Nassau County is not happy with the SBOE testing these machines in Albany, when Sequoia manufactures the BMDs on Long Island (where Nassau is situated). The state charges $250 in shipping for each BMD delivered from Albany to Nassau, reported Nassau County Attorney Lori Barrett. Biamonte explained on a July 2nd Voice of the Voters radio broadcast that one of the reasons they chose Sequoia was because of its proximity. He would like to see joint testing of the BMDs with the SBOE in Nassau. This would also reduce the exorbitant shipping costs that Nassau County is forced to absorb, amounting to over $110,000.
"We were told when we selected this manufacturer [Sequoia] – one of the reasons we selected them was that they made a major push, both the State Board and the manufacturer, that these machines would be manufactured locally, in Long Island.... Wouldn't that be a wonderful thing? Because they're manufactured, they could be delivered to us, they could be acceptance tested by us, and working with the State, considering any defect problems, or any problems like we just [had]... they would be locally so we could address it locally.
"The State did an about-face; decided that they were going to do centralized acceptance testing.... And the process has been, at best, a disaster, because we have almost 80% failure of machines being delivered. These are the same machines that the State has passed. They've certified that these machines passed their acceptance testing.... We've been pressing all along that we really need to do local acceptance testing...."
NYSTEC concluded otherwise, advising in its July 10th report:
"One of the big advantages of centralized testing is that a large number of people are testing systems over time. As a result, discovery of issues and identifying resolutions occurs faster than it would if acceptance testing were being done at individual county locations. Testers get more experienced and discover shortcuts and other information that individual counties can reap the benefit from."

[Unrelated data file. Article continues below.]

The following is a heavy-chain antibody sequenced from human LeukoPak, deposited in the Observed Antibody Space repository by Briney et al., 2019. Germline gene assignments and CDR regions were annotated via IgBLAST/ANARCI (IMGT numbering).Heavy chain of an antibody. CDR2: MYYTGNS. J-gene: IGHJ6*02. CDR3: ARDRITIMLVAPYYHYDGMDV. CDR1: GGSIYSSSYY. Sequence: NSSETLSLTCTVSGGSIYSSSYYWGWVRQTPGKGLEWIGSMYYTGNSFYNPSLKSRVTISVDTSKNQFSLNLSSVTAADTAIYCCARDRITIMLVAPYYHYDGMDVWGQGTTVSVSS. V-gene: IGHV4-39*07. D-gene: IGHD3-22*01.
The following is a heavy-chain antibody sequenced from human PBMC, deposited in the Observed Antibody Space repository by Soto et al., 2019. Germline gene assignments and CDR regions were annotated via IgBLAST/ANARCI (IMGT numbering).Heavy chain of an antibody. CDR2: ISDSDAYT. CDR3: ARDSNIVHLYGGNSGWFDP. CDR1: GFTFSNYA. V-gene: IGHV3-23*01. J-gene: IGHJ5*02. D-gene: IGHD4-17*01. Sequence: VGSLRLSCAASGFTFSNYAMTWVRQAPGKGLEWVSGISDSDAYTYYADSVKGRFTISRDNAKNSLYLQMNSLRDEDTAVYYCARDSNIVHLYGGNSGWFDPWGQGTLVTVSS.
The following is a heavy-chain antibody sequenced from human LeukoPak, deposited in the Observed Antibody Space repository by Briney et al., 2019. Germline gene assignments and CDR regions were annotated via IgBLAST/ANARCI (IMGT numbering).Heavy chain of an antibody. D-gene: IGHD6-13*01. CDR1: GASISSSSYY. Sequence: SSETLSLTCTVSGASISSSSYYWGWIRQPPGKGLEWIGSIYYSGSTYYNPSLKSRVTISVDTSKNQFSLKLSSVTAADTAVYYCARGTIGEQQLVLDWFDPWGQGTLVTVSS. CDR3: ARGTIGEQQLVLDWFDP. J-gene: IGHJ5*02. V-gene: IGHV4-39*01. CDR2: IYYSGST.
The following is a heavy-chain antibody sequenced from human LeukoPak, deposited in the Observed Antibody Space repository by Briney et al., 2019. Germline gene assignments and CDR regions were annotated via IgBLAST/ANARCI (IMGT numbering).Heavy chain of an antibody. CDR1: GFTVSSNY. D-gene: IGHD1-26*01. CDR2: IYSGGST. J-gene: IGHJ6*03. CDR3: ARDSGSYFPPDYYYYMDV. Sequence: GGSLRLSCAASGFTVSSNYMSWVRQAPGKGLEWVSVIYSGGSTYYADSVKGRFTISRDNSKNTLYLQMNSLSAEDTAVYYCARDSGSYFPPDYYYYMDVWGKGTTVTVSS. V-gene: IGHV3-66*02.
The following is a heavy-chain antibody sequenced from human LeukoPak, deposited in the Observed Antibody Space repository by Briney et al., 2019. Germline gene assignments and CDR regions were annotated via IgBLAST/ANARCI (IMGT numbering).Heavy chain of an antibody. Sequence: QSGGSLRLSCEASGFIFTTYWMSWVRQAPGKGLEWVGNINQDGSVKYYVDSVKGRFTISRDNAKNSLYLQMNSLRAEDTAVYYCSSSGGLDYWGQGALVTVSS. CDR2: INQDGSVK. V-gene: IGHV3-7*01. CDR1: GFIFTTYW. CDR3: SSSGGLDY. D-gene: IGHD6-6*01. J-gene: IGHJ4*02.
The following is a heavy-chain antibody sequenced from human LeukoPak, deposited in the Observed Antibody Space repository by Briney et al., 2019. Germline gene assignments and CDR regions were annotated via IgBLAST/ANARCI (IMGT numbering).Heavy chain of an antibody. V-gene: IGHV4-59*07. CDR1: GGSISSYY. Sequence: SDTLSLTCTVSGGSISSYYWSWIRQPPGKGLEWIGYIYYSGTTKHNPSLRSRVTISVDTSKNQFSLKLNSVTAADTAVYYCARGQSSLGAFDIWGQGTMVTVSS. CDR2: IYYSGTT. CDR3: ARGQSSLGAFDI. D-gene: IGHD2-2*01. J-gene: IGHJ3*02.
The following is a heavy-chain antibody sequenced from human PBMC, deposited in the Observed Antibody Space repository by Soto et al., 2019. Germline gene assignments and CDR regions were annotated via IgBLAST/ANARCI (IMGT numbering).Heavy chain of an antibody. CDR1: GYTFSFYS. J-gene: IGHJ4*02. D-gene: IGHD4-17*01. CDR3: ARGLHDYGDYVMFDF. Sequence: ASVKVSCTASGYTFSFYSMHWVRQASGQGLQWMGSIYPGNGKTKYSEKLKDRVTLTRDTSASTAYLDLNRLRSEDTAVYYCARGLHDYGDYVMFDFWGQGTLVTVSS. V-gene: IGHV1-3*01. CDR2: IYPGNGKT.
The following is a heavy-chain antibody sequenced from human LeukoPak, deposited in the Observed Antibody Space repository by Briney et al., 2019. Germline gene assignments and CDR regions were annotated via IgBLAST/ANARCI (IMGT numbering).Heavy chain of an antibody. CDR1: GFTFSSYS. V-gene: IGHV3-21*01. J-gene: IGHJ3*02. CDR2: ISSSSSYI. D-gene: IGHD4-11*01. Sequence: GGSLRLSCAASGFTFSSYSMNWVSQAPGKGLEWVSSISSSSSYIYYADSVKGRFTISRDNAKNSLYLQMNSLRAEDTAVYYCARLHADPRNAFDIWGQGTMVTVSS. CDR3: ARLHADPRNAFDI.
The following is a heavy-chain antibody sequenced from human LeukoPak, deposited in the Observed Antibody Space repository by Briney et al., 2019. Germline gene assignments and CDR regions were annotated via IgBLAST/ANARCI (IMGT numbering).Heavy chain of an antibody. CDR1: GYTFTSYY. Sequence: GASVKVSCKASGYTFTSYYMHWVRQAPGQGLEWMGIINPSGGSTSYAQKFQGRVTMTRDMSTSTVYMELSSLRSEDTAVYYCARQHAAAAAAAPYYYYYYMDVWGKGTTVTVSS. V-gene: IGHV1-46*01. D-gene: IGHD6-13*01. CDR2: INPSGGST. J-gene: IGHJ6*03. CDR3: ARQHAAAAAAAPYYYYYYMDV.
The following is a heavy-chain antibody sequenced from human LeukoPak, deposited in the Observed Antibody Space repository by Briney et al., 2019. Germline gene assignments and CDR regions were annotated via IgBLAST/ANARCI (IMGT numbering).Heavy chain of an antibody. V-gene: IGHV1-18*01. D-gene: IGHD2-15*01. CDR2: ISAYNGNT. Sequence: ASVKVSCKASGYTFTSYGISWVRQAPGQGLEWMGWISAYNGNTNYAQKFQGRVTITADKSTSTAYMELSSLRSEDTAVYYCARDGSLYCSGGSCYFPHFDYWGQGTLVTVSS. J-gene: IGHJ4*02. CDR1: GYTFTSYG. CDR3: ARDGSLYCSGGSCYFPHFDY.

Centralized testing creates additional costs that budget-strapped counties are expected to absorb. Biamonte is furious over the $111,000 additional shipping costs Nassau is forced to absorb. In a phone call today, he explained that one of their people, Donald Steiner, has been in the freight business for over 25 years. "We're paying six to eight times the going rate to have these BMDs shipped from Albany."
Last night, NY SBOE Commissioner Douglas Kellner responded to one of several questions posed, regarding these shipping fees.
"The shipping fee was part of the bid submitted by each vendor and should have been factored in when the counties selected their voting system.
"The counties have the option of shipping the machines from the Albany acceptance test site themselves, but the counties are then responsible for any damage that might occur after receiving delivery of the machines in Albany. Several counties in the capital area did choose to arrange for their own delivery from Albany."
In a phone conversation today, Nassau County attorney Lori Barrett flatly denied that Nassau negotiated this shipment rate with Sequoia. Biamonte backed up Barrett's assertion.
"We had nothing to do with it. The State negotiated the RFPs (Request for Proposals) with the vendors."
Despite the July 10th report fom NYSTEC, which the SBOE ordered, it appears that the high rate of machine failure experienced in Nassau County is not a result of local confusion about how to operate the BMDs, but rather a problem in their design. In the July 9th testing in Nassau, Sequoia discovered a 25% failure rate.
Something's wrong somewhere. If not in the SBOE certification process, then in the choice of frail software driven systems that cannot survive shipment or that are poorly designed.
New York is under a court order to deploy these frail, non-functional systems before the fall elections. Yet, Sequoia is having trouble meeting production demands. There simply are not enough functional machines on the market.
Court orders ought to be based in reality. Judge Gary Sharpe and the Department of Justice seem overly focused on HAVA-compliance, requiring that disabled accessible devices be deployed to every polling site this year. No regard is given to the cost, security, reliability, or functionality of such systems, or that enough even exist to meet the Court's order. (See January 2008 Remedial Order enforcing the SBOE’s timeline.)